Date posted: 16/03/2018

2018’s top 3 accounting technology trends you need to know

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By 2020, more than a third of most occupations' desired skill sets will be comprised of different skills than needed today, according to the Chief Human Resources Officers surveyed by the World Economic Forum in its January 2016 publication "The Future of Jobs: Employment, Skills and Workforce Strategy for the Fourth Industrial Revolution"1.

Prepared to be an accountant in 2020? You'll need to stay on top of these - our list of what we consider to be the most important trends in accounting technology.

1. AI and accounting automation

Up to 37 per cent of Australians and New Zealanders are worried that automation puts their job at risk, according to our Future of Talent: Opportunities Unlimited paper - yet despite predictions that the financial sector will be among the worst hit by automation2, others are predicting the industry could weather the storm - "as some jobs are lost, others are created"3.

However it ultimately affects employment, A.I. driven automation will change your day-to-day life as an accountant. From the automation of repetitive administration tasks to the creation of fully integrated accounts received and payable systems, automation will have significant knock-on effects for regulatory trust, auditing and compliance.

This will lead to a shift away from transactional roles such as ledger, and towards more highly skilled roles such as financial planning, financial analysis and business analysis.

Writing for Forbes4, Entryless CEO Mike Galarza says that "better technology will create more opportunity" and that "human experience" will ensure people remain relevant.

"Accounting as a profession needs to change, providing consultation and guidance to help clients prepare for and meet the future."

2. "DIY" Cloud Accounting Software

The rise of accessible cloud accounting software which simplifies traditional accounting administration might not be as headline grabbing as our other two technologies, but it's having a real impact on the everyday market for accounting professionals.

While these inexpensive "DIY" solutions may lessen bookwork for small businesses5, these businesses will still require the financial advice and expertise only an accountant can provide.

This expertise will be both regulatory and technical, as it will be important for accountants to not only be fluent in the leading bookkeeping solutions your clients could have adopted, but also to be their go-to expert for these suites.

Thankfully, cloud software solutions and their online datasets make it easier than ever6 to expose important financial data to clients and empower management to engage with your expertise and advice.

3. Cryptocurrencies, Blockchain and Distributed Ledgers

Of course, no look at the future of financial technologies would be complete without 2017's rising stars7: cryptocurrencies like bitcoin and the technologies which underpin them, blockchain and distributed ledgers.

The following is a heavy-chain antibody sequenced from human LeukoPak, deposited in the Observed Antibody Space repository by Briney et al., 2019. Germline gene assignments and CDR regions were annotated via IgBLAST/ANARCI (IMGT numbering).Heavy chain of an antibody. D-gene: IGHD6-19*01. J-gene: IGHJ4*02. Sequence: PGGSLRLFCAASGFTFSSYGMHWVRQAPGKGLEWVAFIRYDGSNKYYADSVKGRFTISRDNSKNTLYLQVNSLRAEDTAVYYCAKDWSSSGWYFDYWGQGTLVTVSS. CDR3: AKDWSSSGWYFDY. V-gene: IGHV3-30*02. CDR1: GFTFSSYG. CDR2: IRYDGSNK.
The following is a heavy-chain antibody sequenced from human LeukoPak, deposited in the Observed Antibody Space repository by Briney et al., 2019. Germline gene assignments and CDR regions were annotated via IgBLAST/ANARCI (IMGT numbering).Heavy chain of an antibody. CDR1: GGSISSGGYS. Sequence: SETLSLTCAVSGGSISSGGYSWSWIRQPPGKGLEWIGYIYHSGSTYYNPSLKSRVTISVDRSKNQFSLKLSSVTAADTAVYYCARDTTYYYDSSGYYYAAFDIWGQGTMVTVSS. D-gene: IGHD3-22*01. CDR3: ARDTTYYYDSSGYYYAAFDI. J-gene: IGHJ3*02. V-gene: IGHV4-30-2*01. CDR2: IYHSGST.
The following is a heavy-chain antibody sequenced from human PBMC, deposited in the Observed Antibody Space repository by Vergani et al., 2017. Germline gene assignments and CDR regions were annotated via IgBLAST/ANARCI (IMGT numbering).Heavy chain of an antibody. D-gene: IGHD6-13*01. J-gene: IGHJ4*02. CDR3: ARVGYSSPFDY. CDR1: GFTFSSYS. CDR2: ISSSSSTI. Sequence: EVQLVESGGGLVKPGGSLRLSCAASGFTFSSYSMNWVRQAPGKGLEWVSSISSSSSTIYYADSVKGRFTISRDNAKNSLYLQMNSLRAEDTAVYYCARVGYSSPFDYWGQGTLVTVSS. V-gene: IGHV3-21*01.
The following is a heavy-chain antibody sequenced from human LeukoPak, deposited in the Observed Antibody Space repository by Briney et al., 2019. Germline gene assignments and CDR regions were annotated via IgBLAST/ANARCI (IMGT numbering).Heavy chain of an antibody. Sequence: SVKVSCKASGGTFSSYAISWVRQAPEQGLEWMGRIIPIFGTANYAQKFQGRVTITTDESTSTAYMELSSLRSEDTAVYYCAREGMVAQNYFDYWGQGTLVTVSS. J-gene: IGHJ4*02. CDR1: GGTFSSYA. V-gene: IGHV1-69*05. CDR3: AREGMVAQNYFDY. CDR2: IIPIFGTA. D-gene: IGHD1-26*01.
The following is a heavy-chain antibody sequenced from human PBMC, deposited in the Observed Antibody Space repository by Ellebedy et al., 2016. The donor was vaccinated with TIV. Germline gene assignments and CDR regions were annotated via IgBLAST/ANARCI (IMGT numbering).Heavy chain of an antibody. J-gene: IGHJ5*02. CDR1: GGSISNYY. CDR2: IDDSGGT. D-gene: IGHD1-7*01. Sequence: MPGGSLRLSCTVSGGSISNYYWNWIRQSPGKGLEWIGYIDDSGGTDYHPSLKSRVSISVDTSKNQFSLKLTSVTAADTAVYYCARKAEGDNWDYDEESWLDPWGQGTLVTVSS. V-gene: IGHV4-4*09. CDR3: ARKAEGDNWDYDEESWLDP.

While cryptocurrencies pose their own challenges for accountants as outlined in our 2015 Digital Currencies: Where to from here? report (notably with regards to taxation, auditing, fraud detection and money-laundering), despite their meteoric rise in fiscal value8 and media attention, cryptocurrencies are unlikely to go mainstream in 20189, according to global financial firm UBS.

However, blockchain and distributed ledger technologies have much broader implications for the near-term future. As discussed in our 2017 report The Future of Blockchain, distributed ledgers (which function as "cooperative databases" in which data is held by multiple computers at once)  promote sharing, verification and trust, because a majority of computers have to agree to each data edit, and all computers maintain a record of all changes. Together these attributes have led to some referring to blockchain as "Triple Entry Bookkeeping,"10 although the term's appropriateness has come under some debate11.

In Australia, major financial institutions are actively developing solutions based on these technologies - including the ASX, Commonwealth Bank, Westpac and ANZ - and an IBM survey of global banks referenced in The Future of Blockchain found that 51 per cent believe they'll deploy distributed ledgers in commercial products at scale between 2018 and 2020.

What does this mean for you?

It means you're going to graduate in a period undergoing significant technological and regulatory overhaul, as well as changing everyday priorities for accountants. Some lower-level activities might be overtaken by software automation, emphasising the accountant's role as an advisor, strategist and consultant in these transitionary years.

As established in our Future of Talent:Opportunities Unlimited report, adaptability will be one of the most important skills for employees over the coming years.

As a student, you have the unique opportunity to embrace the uncertainty of the next five years, and position yourself as an advocate for new technologies, practices and ways of doing business.